ST. PAUL — There’s another political fight brewing at the Capitol over federal election security funding.
Republican Sen. Mary Kiffmeyer says lawmakers should change the state’s decades-old same-day voter registration rules before officials get $7.4 million in election security money earmarked for Minnesota from the federal 2020 Help America Vote Act.
Under Kiffmeyer’s proposal, voters who register at the same time they vote would have to use a provisional ballot. She says voters who register when they cast a ballot are not subject to the same verification as those who register in advance.
“I don’t know why anybody would be opposed to equal treatment of voters,” said Kiffmeyer, of Big Lake, who served two terms as secretary of state.
Democrats argue that same-day registrants already have to show identification and prove where they live. They’re opposed to tying federal election security funds to policy changes.
“Election security should never be used as a bargaining chip,” Secretary of State Steve Simon, a Democrat, wrote in a letter to the Senate government and elections committee that Kiffmeyer leads. Lawmakers on the committee debated Kiffmeyer’s proposal at a hearing Tuesday, Feb. 18.
Simon, who oversees the state’s elections, says changing the current system will disenfranchise voters. “Minnesotans expect us to protect their right to vote, not put it at risk,” he wrote.
Simon noted that the federal Help America Vote Act purposely exempts Minnesota from using provisional ballots because other protections are in place. Provisional ballots are typically used when there are questions about a voter’s eligibility.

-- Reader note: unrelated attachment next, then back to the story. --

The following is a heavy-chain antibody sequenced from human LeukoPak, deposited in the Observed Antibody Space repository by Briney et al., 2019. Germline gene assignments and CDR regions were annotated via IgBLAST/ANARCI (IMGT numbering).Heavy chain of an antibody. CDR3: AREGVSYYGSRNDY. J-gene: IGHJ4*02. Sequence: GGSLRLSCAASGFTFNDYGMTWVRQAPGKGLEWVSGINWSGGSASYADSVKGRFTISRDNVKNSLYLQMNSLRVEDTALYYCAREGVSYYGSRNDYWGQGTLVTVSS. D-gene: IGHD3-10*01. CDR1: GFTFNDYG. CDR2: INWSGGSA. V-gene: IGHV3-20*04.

At Tuesday’s elections committee hearing, Julie Hansen, of the Minnesota Association of County Officials, questioned whether the money and effort Kiffmeyer’s proposals would require was worth it. She said fewer than one-third of same-day registrants are first-time voters and most are updating existing registrations.
“I don’t know that we are addressing a problem that exists,” Hansen said. “You already need an ID to register to vote.”
This is not the first time Minnesota Democrats and Republicans have battled over federal election security funds. It took nearly two legislative sessions for lawmakers to approve the first batch of $6 million in federal election security money.
Congress approved the money — more than $805 million nationwide since 2018 — after federal investigations found Russia worked to influence the 2016 election. The funds are subject to a local match and are supposed to be used by states to improve election oversight and boost cybersecurity.
Kiffmeyer’s bill tying the money to changes in same-day registration system faces long odds of becoming law. Gov. Tim Walz opposes the idea and it does not have any Democratic support in the House or Senate.
But it shows that Democrats and Republicans are not done fighting over federal election security funding.